Teachers’ unions to demand inflation-matching wage increases

ireland
Teachers’ Unions To Demand Inflation-Matching Wage Increases Teachers’ Unions To Demand Inflation-Matching Wage Increases
Teachers’ unions are to demand inflation-matching pay increases at their annual conferences taking place this week with ASTI president Eamon Dennehy insisting that they have not “raised the flag of industrial action with regard to wage increases".
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Olivia Kelleher

Teachers’ unions are to demand inflation-matching pay increases at their annual conferences taking place this week with ASTI president Eamon Dennehy insisting that they have not “raised the flag of industrial action with regard to wage increases".

In an interview on Newstalk Breakfast, Mr Dennehy said that every worker in the country is aware that the cost of living has gone up by an enormous amount.

“Probably by six or eight per cent in just one year already. Our wages have to match that. Indeed, the wages of teachers have been depressed enough over the last 10 or 12 years. We have a two tier payment system. What will have to happen here is that there will have to be wage negotiations about that.

"An awful lot of changes are made without negotiations. I think this time all trade unions, the ASTI included, need to be recognised as the people who represent their membership and should be talked to about changes for example to their working conditions etc. So we would be looking for that.”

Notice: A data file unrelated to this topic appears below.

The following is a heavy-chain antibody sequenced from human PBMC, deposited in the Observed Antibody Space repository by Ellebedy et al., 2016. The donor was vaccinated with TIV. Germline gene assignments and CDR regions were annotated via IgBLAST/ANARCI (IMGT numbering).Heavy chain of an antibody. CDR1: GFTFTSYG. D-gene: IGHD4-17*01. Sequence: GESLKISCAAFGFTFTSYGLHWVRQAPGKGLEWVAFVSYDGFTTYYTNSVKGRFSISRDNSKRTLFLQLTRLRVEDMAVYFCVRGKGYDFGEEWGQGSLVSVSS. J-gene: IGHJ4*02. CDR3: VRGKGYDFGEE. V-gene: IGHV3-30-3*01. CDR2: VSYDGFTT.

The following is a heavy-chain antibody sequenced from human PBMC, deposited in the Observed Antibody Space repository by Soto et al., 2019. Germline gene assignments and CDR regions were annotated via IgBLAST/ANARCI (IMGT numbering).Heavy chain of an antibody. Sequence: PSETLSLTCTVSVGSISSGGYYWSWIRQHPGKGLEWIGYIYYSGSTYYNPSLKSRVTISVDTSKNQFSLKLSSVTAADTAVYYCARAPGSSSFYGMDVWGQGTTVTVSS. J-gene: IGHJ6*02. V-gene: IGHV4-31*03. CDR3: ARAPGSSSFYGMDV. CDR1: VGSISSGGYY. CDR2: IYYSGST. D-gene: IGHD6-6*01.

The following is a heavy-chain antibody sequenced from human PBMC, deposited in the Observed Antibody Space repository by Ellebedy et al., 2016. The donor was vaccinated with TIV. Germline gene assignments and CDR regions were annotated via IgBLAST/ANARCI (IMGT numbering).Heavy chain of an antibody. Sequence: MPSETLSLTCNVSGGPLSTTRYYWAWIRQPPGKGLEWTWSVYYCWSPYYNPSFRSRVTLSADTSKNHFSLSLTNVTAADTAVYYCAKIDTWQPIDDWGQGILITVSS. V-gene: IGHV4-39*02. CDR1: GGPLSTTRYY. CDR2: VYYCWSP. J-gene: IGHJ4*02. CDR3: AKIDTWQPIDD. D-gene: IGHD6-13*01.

'Huge disquiet'

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Mr Dennehy stressed that there is “huge disquiet” among teachers with regard to the trajectory of their profession which many in the sector feel is not seen to be as attractive as it used to be.

“There are now problems filling jobs in schools. So that status of the job and the way it is perceived as being a good job is slipping. That is only going to be disastrous for our education system.”

He refuted suggestions that the ASTI is more aggressive than other teaching unions with regard to the issue of pay.

“These are motions brought in by our membership, and we are very much a democratic organisation. And we certainly do represent our membership, and we will fight for their rights. And what we are doing now is fighting for the right of every child to have a quality education because to have education you need good teachers, and you need the profession to attract them.

"So that is what our conference is going to be all about. It is going to be about standards. The ability to attract people to our profession which is starting to slip because of unilateral decisions that are made without contacting or considering at all the views of workers in those processes.

"The ASTI has a proud tradition of defending its members.”

He added that Education Minister Norma Foley will be made aware of “key messages’ today at the ASTI conference in Cork.

“The key message to her (Norma Foley) will be that our voices need to be heard in our profession. The Minister is very welcome to our convention.

"We do want to be included in any negotiations when it comes to changing our working conditions or indeed when it comes to changing the education system. Because we are concerned about the maintenance of quality for our young people.
We are very concerned about the way things are going.”

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